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FRI0129 Association between Hearing Loss and Carotid Subclinical Atherosclerosis in Female Rheumatoid Arthritis Patients
  1. G.-T. Kim1,
  2. H.-S. Tag1,
  3. E.-K. Park2,
  4. S.-G. Lee2,
  5. D.-W. Koo2,
  6. S.-H. Kim3,
  7. J.-W. Lee4
  1. 1Department of Internal Medicine, Kosin University College of Medicine
  2. 2Department of Internal Medicine, Pusan National University Hospital
  3. 3Department of Internal Medicine, Inje University College of Medicin
  4. 4Department of Internal Medicine, Busan St. Mary's Hospital, Busan, Korea, Republic Of

Abstract

Background The incidence of hearing loss (HL) has been on the rise in patients with rheumatoid arthritis (RA). However, limited information exists regarding the pathogenic mechanisms of HL in RA patients1,2.

Objectives This study sought to evaluate the prevalence and characteristics of HL in RA patients compared with a control group and to identify factors associated with the degree of HL in RA patients.

Methods We enrolled 64 RA patients and 70 healthy controls in a prospective manner. Each subject was tested with pure tone audiometry including high frequencies ranging from 0.5 to 16 kHz. For each set of tests, mean values for air conduction at each frequency and tympanometric values were calculated to exclude middle ear disease. In the RA group, auto-antibodies, erythrocyte sedimentation rate, high-sensitivity C-reactive protein, and RA disease activity were measured, and carotid ultrasonography was performed for the detection of indicators of subclinical atherosclerosis, including arterial stiffness index beta (β-index) and carotid intima-media thickness (cIMT).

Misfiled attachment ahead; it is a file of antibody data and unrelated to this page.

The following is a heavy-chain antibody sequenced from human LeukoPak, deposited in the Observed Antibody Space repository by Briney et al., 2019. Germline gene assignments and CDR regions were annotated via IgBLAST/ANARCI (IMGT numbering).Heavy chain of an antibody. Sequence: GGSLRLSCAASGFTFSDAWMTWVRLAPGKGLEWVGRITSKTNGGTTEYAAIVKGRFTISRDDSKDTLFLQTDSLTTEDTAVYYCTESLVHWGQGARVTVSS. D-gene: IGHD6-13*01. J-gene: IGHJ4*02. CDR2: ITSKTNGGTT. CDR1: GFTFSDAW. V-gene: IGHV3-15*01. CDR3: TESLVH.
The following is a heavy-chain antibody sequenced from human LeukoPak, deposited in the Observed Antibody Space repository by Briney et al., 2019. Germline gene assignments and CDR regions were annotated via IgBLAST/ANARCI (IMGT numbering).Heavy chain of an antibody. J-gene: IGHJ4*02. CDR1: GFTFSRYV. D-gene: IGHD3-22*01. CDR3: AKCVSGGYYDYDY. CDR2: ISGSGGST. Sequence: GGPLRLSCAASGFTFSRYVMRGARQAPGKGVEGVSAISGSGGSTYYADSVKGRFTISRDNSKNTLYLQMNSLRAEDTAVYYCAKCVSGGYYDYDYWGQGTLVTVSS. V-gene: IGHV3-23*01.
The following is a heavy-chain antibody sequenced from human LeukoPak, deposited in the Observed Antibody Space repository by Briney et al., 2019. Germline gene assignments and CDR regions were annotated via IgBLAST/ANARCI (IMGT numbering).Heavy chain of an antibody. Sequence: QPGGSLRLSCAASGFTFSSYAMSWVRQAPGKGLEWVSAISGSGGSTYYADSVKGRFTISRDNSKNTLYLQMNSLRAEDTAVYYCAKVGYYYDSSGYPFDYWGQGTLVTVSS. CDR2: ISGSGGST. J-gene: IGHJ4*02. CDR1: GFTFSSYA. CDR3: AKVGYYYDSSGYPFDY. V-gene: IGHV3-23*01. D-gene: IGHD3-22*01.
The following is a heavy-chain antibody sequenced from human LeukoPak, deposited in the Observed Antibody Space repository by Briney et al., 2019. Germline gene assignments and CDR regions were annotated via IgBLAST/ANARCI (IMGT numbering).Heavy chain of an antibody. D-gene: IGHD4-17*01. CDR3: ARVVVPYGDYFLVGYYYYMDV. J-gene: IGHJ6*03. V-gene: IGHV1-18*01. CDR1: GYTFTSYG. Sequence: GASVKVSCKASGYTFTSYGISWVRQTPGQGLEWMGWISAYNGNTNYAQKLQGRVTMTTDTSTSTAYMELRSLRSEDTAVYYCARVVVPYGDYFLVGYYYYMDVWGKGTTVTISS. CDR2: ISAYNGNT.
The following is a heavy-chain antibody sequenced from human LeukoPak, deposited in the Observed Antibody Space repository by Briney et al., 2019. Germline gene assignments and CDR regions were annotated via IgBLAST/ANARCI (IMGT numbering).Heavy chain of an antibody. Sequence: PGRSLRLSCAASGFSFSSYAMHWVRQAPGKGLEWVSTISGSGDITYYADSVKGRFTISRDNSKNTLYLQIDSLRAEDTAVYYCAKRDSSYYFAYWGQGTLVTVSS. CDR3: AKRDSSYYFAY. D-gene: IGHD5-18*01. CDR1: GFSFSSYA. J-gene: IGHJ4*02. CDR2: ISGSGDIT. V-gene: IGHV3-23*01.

Results The prevalence of HL was higher in the RA group than the control group (37.1% vs. 65.6%, p=0.001). The hearing threshold value difference between groups was significant at frequencies of 0.5, 1, 2, 4, and 8 kHz (p<0.05). Age showed the strongest correlation to HL at all frequencies in RA patients (p<0.01). cIMT was also strongly related to HL at all frequencies, whereas β-index was related to HL only at high frequencies (8, 12, and 16 kHz), acting as an early marker of HL (both p<0.05).

Conclusions HL was more prevalent in the RA group than the control group. cIMT and β-index were strongly correlated with HL in the RA group, which implies that subclinical atherosclerosis may play an important role in HL in RA patients.

  1. Özkırış M, Kapusuz Z, Günaydın İ, Kubilay U, Pırtı İ, Saydam L. Does rheumatoid arthritis have an effect on audiovestibular tests? Eur Arch Otorhinolaryngol. 2014;271:1383–7

  2. Pascual-Ramos V, Contreras-Yáñez I, Rivera-Hoyos P, Enríquez L, Ramírez-Anguiano J. Cumulative disease activity predicts incidental hearing impairment in patients with rheumatoid arthritis (RA). Clin Rheumatol. 2014;33:315–21.

Disclosure of Interest None declared

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